The Australian Competition and Consumer Commission (ACCC) on Monday denied authorisation for a pricing, code-sharing and scheduling deal between Qantas Airways and Japan Airlines (JAL). According to the Australian competition watchdog, the partnership would likely lead to reduced competition as international travel is set to resume. The agreement would have allowed the two airlines to coordinate fare and schedules. Before the pandemic, Qantas and Japan Airlines together flew about 85% of passengers travelling between Australia and Japan. They were each other’s closest competitors on the largest route, Sydney-Tokyo, and the only airlines operating on the second largest route, Melbourne-Tokyo.
"Preserving competition between airlines is the key to the long-term recovery of the aviation and tourism sectors, once international travel restrictions are eased," said Rod Sims, chairman of ACCC. The ACCC also said that Virgin Australia said it would be more difficult to enter the Australia-Japan route if it is required to compete with Qantas and JAL acting jointly, rather than as individual competing airlines.
Qantas and JAL expressed disappointment with the ACCC decision in a joint statement, though they said they would continue their codeshare arrangements and oneworld Alliance partnership, according to Nikkei Asia. Qantas domestic and international chief executive, Andrew David, said that the decision was unfortunate for Cairns, because the planned Tokyo flights would not be commercially viable without the ability to coordinate with JAL. JAL senior vice president Ross Leggett said the joint venture with Qantas would have accelerated the recovery of leisure and business traffic between Japan and Australia.
However, Sims said that while there was likely to be some short-term benefits from the alliance being able to jointly reinstate services more quickly when borders are reopened, the longer-term benefits of competition between airlines are cheaper flights and better services for consumers, which is vital to the recovery of tourism over the coming years. According to Nikkei Asia, Japan's ANA Holdings is the only other airline that flies non-stop between Japan and Australia.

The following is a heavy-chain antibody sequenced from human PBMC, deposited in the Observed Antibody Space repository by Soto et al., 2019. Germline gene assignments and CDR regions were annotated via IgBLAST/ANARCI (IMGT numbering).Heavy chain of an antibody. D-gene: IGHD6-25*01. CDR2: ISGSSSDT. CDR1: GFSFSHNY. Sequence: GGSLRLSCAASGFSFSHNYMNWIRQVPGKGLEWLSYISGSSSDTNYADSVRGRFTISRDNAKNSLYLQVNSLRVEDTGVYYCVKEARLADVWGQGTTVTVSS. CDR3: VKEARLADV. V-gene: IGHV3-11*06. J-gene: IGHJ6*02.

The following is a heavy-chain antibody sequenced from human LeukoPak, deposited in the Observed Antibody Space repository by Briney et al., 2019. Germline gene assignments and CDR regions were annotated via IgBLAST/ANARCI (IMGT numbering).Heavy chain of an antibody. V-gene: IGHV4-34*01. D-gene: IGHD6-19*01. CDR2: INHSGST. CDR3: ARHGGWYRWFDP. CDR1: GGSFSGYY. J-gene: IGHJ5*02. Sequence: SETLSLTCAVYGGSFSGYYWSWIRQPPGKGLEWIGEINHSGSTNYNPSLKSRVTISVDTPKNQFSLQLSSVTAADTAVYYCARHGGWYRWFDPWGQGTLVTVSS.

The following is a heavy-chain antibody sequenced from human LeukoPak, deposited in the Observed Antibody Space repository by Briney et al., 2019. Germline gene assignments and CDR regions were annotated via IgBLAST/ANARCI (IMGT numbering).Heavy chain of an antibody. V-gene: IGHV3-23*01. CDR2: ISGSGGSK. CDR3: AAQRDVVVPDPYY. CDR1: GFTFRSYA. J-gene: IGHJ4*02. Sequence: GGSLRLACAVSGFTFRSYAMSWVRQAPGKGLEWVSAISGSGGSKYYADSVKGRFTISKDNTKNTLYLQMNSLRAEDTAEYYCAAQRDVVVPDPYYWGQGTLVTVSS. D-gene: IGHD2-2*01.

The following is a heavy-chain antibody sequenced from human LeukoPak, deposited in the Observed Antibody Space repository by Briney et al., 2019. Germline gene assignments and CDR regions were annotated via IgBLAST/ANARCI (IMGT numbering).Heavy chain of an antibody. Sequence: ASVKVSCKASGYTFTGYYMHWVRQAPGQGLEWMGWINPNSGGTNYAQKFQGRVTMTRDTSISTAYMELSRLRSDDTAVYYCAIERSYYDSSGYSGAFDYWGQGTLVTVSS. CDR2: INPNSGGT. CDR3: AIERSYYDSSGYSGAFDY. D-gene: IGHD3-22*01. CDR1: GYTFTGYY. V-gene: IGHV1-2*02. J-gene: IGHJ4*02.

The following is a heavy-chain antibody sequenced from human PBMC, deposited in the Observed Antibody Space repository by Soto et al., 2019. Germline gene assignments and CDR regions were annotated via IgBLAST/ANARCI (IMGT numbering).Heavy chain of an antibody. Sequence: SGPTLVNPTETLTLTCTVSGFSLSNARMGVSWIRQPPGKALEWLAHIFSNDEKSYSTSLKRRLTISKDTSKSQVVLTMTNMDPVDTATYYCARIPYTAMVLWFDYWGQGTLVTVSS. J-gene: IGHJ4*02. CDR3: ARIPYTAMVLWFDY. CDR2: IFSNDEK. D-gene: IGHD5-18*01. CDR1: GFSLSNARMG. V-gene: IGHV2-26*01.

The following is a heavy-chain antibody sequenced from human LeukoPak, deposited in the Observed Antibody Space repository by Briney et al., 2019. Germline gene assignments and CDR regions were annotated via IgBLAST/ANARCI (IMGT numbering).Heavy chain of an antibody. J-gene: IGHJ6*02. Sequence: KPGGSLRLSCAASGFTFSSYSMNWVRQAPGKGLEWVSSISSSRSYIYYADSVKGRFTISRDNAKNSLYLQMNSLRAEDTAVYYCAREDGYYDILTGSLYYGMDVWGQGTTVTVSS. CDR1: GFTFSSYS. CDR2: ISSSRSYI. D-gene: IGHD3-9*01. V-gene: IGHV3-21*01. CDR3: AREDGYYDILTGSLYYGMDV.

According to Japan Times, Qantas reported last month that revenues had fallen US$9 billion in the last financial year as travel dried up. The airline had received over a billion dollars in taxpayer aid and had dismissed thousands of workers.
Separately, Malaysia Airlines (MAB) and JAL entered a joint business partnership last year, cooperating on commercial flights between Malaysia and Japan. The initiative was said to enable the two airlines to enhance capabilities and leverage on each other’s strengths, combining JAL’s service and offerings with MAB’s hospitality. At the same time, both airlines said in a statement that they have adjusted to the “new normal” with modifications to offerings on ground and onboard, as well as processes and procedures from check-in, boarding and arrival to uphold safety and health standards.
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